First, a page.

The first few years of a child’s life are hugely important to their future. How they spend this critical period shapes their outcomes – both in the shorter term and later in life – laying the foundations for their academic achievement, which in turn, have a significant influence on their life chances.
Giving every child access to great learning and development opportunities in the early years is also crucial to combatting education inequality: gaps in development between children from disadvantaged homes and their more affluent peers require early identification and intervention if they are to be swiftly addressed.
Early years professionals play a central role in this mission. But, with the sector facing a number of immediate challenges, they shoulder a huge amount of responsibility in their day-to-day working lives.
Current challenges facing Early Years professionals
Just like schools, early years providers continue to grapple with the negative impact of Covid-19 on education. Specifically, the impacts on children’s early learning and development that resulted from national lockdowns.
Progress towards recovery is being made all the time thanks to the hard work of sector professionals, but the task of supporting young children whose early lives were so profoundly affected by the pandemic still looms large.
On top of this, the national shortage of educators – across all ages and phases – has seen early years professionals’ roles expand well past the norm as they’ve worked to cover gaps in service provision for under-fives.
The current strain on budgets, due to factors associated with the cost-of-living crisis, also presents a significant obstacle to overcome. Tough decisions are being made in settings across the country about how to make best use of their limited resources.
Why the evidence is our “best bet”
Given this challenging context, we need to make sure that early years professionals have access to the information they need to maximise the impact of their practice on the children in their care.
This is where education research can make a real difference. Using evidence can help to create great learning opportunities for all children, particularly those from socio-economically disadvantaged backgrounds who we know stand to benefit most from high-quality early education.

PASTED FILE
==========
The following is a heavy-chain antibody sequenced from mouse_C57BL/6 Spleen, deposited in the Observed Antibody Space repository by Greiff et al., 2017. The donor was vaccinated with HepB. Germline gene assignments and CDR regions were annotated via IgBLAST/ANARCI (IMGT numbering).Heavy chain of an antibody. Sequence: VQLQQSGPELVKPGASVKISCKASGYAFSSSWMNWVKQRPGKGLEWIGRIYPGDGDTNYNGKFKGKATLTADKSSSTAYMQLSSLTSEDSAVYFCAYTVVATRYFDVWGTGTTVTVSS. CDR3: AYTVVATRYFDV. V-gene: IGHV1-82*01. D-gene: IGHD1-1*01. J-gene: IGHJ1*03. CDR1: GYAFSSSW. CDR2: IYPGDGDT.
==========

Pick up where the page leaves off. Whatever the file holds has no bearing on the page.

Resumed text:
We now have more insights than ever about what works to support children before they start school. Early years professionals can use this information to identify “best bets” and initiatives that have previously been successful, giving insights that can bolster their expertise and guide their decision making around what might be effective in their setting.
Not only that, but findings from research help them to weed out approaches that don’t show any evidence of impact, so that resources can be diverted towards strategies that are likely to be more fruitful.
What is the EEF doing to help?
At the EEF, we are working to increase our focus on the early years, so that professionals working in this sector feel empowered to use evidence to their advantage:
- In February, we’ll be releasing a new suite of resources designed to summarise and exemplify key lessons from the best-available research in an accessible and engaging format.
- We’ll be funding more trials across early years settings in order to grow the existing bank of research on what works and give early years setting access to high-potential programmes at a subsidised rate.
- Our work – as the Evidence Partner for the Department for Education’s Stronger Practice Hubs – will increase supports for evidence-informed practice across the sector.
Supporting the early years sector in their vital work is crucial if we want to see all young children – regardless of their background – get the best possible start in life, and go on to achieve their potential.
It is our hope that the EEF can play a role in providing meaningful and timely guidance to professionals working in this crucial area of our education system.